Separation of Powers

Of Angels, Pins, and For-Cause Removal: A Requiem for the Passive Virtues
Jerry L. Mashaw
Jerry L. Mashaw is Sterling Professor Emeritus and Professorial Lecturer at the Yale Law School.

This Essay concerns a constitutional puzzle, the puzzle of for-cause removal. For a century the Supreme Court has been attempting to answer a simple question: when is it constitutional for Congress to provide that an agency head or lower official can be removed only for cause?

Out of the Separation-of-Powers Frying Pan and Into the Nondelegation Fire: How the Court’s Decision in Seila Law Makes CFPB’s Unlawful Structure Even Worse
Markham S. Chenoweth
Michael P. DeGrandis
Markham S. Chenoweth & Michael P. DeGrandis are General Counsel and Senior Litigation Counsel, respectively, at the New Civil Liberties Alliance.

NCLA filed an amicus curiae brief on the prevailing side in Seila Law.

Institutional Loyalties in Constitutional Law
David Fontana
Associate Professor of Law, George Washington University

Our thanks to Michael Abramowicz, Joseph Blocher, Mary Anne Case, Justin Driver, Alison LaCroix, Jonathan Masur, Jon Michaels, Douglas NeJaime, Martha Nussbaum, David Pozen, David Schleicher, Paul Schied, Naomi Schoenbaum, Micah Schwartzman, Michael Selmi, Ganesh Sitaraman, Lior Strahilevitz, and Laura Weinrib for thoughtful comments and suggestions. Lael Weinberger, Brent Cooper, and other editors at the Review also supplied useful critical thoughts. We also received helpful feedback from workshops at the George Washington Law School and the University of Chicago Law School. Support for one of us (Huq) was supplied by the Frank J. Cicero, Jr. Fund. Our errors are our responsibility alone.

Aziz Z. Huq
Frank and Bernice J. Greenberg Professor of Law, University of Chicago Law School

The Constitution’s separation of powers implies the existence of three distinct and separate branches.

Emergency Lawmaking after 9/11 and 7/7
Adrian Vermeule
Professor of Law, Harvard Law School

I wish to acknowledge a general debt of inspiration to Mark Tushnet’s studies of political controls on emergency powers, although my views differ from Tushnet’s. See generally, for example, Mark Tushnet, The Political Constitution of Emergency Powers: Some Lessons from Hamdan, 91 Minn L Rev 1451 (2007); Mark Tushnet, The Political Constitution of Emergency Powers: Parliamentary and Separation-of-Powers Regulation, 3 Intl J L in Context 275 (2008). For helpful comments, thanks to Jack Goldsmith, Eric Posner, Philip Rumney, Matthew Stephenson, Cass Sunstein, Mark Tushnet, workshop participants at Harvard Law School, and participants at a conference held at Harvard Law School to discuss Cass R. Sunstein, Worst-case Scenarios (Harvard 2007). Thanks to Elisabeth Theodore and Jennifer Shkabatur for helpful research assistance.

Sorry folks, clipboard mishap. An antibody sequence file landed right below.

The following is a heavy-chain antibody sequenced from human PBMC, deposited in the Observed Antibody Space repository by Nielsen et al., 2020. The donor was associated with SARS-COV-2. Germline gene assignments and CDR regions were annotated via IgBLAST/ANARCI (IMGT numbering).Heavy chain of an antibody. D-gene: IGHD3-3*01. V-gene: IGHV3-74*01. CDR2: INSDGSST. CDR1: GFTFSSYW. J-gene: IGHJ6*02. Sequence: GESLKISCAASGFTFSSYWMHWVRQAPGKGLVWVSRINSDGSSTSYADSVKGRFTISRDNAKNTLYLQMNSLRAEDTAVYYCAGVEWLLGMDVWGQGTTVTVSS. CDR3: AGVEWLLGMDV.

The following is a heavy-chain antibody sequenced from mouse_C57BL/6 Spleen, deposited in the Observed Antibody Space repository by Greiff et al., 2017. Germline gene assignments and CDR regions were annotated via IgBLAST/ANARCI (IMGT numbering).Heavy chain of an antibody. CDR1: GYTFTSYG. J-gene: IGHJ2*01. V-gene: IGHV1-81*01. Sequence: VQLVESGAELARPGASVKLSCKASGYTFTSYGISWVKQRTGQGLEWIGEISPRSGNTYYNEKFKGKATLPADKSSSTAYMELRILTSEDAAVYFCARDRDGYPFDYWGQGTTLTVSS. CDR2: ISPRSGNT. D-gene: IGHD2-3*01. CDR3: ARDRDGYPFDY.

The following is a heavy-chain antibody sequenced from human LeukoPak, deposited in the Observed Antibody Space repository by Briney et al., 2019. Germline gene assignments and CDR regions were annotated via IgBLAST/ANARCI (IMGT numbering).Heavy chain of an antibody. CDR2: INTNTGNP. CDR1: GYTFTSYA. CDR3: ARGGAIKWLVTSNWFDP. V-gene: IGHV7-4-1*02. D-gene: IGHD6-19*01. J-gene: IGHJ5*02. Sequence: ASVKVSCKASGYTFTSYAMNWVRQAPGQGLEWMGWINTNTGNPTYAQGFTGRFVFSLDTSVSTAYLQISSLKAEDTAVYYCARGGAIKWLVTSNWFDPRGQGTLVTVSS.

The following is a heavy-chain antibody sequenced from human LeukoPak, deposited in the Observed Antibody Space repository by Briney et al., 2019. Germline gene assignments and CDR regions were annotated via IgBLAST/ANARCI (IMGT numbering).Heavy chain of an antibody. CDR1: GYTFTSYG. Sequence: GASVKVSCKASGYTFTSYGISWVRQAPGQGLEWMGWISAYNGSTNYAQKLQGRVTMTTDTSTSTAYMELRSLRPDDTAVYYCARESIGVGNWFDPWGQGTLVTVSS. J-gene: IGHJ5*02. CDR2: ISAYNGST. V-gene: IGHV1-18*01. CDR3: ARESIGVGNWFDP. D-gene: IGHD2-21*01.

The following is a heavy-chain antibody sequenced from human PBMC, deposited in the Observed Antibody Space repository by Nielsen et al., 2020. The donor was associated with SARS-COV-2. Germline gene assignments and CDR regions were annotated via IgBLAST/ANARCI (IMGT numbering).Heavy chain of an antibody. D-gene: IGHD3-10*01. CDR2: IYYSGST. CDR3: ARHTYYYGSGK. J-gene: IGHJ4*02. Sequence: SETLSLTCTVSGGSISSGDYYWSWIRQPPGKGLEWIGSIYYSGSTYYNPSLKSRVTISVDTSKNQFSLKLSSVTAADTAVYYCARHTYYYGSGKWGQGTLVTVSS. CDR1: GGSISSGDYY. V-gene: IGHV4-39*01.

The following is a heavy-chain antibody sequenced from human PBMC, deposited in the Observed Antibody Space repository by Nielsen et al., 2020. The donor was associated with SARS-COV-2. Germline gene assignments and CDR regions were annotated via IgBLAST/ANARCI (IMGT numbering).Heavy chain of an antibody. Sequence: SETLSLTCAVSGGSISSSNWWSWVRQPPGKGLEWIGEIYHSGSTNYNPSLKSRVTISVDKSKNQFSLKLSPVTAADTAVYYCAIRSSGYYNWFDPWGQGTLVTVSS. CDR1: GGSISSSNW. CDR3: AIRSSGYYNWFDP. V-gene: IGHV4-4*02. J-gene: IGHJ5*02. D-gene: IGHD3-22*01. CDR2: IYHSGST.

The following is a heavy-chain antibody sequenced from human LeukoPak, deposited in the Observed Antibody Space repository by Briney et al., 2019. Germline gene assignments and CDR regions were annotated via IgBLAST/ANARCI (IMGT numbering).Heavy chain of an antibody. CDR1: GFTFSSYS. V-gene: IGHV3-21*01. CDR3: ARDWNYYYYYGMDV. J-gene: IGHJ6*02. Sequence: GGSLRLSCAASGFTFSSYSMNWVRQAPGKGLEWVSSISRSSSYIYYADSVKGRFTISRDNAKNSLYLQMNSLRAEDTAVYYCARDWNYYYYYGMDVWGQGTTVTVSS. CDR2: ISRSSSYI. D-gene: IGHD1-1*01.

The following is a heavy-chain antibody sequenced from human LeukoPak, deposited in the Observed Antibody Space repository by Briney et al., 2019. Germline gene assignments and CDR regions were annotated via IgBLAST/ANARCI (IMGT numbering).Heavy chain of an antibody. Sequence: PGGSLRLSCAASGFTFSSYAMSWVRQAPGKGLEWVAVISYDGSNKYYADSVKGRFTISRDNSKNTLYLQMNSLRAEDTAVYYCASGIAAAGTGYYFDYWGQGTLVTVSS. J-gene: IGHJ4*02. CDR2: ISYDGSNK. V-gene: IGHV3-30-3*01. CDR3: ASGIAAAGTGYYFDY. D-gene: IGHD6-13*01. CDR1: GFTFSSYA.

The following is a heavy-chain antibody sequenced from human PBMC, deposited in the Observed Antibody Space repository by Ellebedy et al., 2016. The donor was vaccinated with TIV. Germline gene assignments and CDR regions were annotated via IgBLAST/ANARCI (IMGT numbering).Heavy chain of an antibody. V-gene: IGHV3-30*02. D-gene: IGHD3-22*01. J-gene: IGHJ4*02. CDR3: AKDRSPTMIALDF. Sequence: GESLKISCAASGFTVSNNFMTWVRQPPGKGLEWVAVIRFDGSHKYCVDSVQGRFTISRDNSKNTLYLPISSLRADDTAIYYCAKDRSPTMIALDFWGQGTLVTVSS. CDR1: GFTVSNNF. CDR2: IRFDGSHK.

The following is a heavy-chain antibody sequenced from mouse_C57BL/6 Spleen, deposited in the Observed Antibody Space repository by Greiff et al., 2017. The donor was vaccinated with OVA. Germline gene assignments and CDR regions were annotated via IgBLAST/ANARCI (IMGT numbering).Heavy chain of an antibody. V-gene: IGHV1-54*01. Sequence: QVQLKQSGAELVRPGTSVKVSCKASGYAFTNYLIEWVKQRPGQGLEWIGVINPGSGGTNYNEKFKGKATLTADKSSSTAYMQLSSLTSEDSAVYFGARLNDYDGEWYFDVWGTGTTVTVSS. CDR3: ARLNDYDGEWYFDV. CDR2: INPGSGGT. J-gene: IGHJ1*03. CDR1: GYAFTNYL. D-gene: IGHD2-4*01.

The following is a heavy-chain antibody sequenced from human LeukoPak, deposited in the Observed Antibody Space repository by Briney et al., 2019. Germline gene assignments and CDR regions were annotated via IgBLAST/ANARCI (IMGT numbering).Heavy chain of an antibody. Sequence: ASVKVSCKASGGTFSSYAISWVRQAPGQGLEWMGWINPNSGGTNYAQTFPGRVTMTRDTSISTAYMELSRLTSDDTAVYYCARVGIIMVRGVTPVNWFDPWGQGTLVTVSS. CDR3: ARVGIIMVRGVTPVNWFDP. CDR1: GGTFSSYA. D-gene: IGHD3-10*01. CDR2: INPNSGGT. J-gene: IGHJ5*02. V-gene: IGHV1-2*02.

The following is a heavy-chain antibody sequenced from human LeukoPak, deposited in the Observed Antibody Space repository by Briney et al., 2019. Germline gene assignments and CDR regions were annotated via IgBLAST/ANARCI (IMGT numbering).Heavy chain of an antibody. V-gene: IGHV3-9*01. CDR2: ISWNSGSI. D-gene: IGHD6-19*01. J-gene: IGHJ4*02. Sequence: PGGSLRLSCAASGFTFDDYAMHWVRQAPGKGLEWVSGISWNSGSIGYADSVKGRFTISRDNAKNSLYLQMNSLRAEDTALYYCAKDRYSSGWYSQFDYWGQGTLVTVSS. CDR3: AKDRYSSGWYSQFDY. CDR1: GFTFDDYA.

The Unbundled Executive
Christopher R. Berry
Assistant Professor of Public Policy, The University of Chicago
Jacob E. Gersen
Assistant Professor of Law, The University of Chicago

We are grateful to Bruce Ackerman, Rachel Brewster, Ethan Bueno de Mesquita, Bob Cooter, Rosalind Dixon, John Ferejohn, David Fontana, Heather Gerken, Tom Ginsburg, Dan Ho, Cheng-Yi Huang, Alison LaCroix, Daryl Levinson, John Matsusaka, Richard McAdams, Drew Navikas, Anne O’Connell, Eric Posner, Adam Samaha, Lior Strahilevitz, Madhavi Sunder, Cass Sunstein, Matthew Stephenson, and Adrian Vermeule for helpful comments and conversations. Johanna Chan, Monica Groat, Stacey Nathan, and Peter Wilson provided excellent research assistance. Financial support was provided by the John M. Olin Foundation and the George J. Stigler Center for the Study of the Economy and the State.

Executive Branch Contempt of Congress
Josh Chafetz
Assistant Professor of Law, Cornell Law School

Thanks to Greg Alexander, Akhil Amar, Will Baude, Aaron Bruhl, Michael Dorf, Joey Fishkin, Marin Levy, Bernadette Meyler, David Pozen, Catherine Roach, and Steve Sachs for helpful and thought-provoking comments on earlier drafts, and to Kevin Jackson for excellent research assistance. Any remaining errors or infelicities are, of course, my own.